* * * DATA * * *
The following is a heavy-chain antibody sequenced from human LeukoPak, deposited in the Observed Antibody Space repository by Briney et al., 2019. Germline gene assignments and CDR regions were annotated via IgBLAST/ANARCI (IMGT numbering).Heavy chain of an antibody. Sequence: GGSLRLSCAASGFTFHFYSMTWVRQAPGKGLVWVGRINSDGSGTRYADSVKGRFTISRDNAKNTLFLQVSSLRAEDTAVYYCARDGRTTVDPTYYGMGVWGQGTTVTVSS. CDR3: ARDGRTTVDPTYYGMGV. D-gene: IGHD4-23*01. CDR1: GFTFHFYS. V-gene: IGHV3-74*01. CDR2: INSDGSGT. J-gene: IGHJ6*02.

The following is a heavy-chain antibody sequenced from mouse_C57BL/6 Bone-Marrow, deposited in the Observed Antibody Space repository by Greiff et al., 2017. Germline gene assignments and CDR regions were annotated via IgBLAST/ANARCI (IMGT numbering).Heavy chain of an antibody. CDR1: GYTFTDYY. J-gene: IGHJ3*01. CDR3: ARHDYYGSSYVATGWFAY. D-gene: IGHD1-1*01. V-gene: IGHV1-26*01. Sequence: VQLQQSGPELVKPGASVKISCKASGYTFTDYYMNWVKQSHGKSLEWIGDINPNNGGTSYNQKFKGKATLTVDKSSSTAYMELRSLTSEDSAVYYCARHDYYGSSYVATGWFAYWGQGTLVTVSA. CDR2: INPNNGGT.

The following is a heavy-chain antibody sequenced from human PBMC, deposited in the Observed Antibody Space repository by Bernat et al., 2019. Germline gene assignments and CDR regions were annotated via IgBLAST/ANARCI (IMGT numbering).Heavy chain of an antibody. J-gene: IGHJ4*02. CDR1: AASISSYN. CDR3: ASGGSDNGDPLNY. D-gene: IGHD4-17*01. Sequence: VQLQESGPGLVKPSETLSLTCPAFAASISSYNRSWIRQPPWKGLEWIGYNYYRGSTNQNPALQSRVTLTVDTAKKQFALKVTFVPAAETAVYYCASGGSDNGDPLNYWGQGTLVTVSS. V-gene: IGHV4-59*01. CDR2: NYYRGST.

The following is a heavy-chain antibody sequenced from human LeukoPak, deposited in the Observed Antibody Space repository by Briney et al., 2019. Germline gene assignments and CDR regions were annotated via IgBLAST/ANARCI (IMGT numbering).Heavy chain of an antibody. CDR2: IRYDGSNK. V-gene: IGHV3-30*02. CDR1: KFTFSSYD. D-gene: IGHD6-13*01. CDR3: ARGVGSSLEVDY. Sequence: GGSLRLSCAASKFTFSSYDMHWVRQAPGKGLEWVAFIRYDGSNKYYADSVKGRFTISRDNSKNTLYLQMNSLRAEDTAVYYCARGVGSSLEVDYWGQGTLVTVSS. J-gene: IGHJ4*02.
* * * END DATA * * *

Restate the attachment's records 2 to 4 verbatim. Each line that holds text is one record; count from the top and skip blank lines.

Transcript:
The following is a heavy-chain antibody sequenced from mouse_C57BL/6 Bone-Marrow, deposited in the Observed Antibody Space repository by Greiff et al., 2017. Germline gene assignments and CDR regions were annotated via IgBLAST/ANARCI (IMGT numbering).Heavy chain of an antibody. CDR1: GYTFTDYY. J-gene: IGHJ3*01. CDR3: ARHDYYGSSYVATGWFAY. D-gene: IGHD1-1*01. V-gene: IGHV1-26*01. Sequence: VQLQQSGPELVKPGASVKISCKASGYTFTDYYMNWVKQSHGKSLEWIGDINPNNGGTSYNQKFKGKATLTVDKSSSTAYMELRSLTSEDSAVYYCARHDYYGSSYVATGWFAYWGQGTLVTVSA. CDR2: INPNNGGT.

The following is a heavy-chain antibody sequenced from human PBMC, deposited in the Observed Antibody Space repository by Bernat et al., 2019. Germline gene assignments and CDR regions were annotated via IgBLAST/ANARCI (IMGT numbering).Heavy chain of an antibody. J-gene: IGHJ4*02. CDR1: AASISSYN. CDR3: ASGGSDNGDPLNY. D-gene: IGHD4-17*01. Sequence: VQLQESGPGLVKPSETLSLTCPAFAASISSYNRSWIRQPPWKGLEWIGYNYYRGSTNQNPALQSRVTLTVDTAKKQFALKVTFVPAAETAVYYCASGGSDNGDPLNYWGQGTLVTVSS. V-gene: IGHV4-59*01. CDR2: NYYRGST.

The following is a heavy-chain antibody sequenced from human LeukoPak, deposited in the Observed Antibody Space repository by Briney et al., 2019. Germline gene assignments and CDR regions were annotated via IgBLAST/ANARCI (IMGT numbering).Heavy chain of an antibody. CDR2: IRYDGSNK. V-gene: IGHV3-30*02. CDR1: KFTFSSYD. D-gene: IGHD6-13*01. CDR3: ARGVGSSLEVDY. Sequence: GGSLRLSCAASKFTFSSYDMHWVRQAPGKGLEWVAFIRYDGSNKYYADSVKGRFTISRDNSKNTLYLQMNSLRAEDTAVYYCARGVGSSLEVDYWGQGTLVTVSS. J-gene: IGHJ4*02.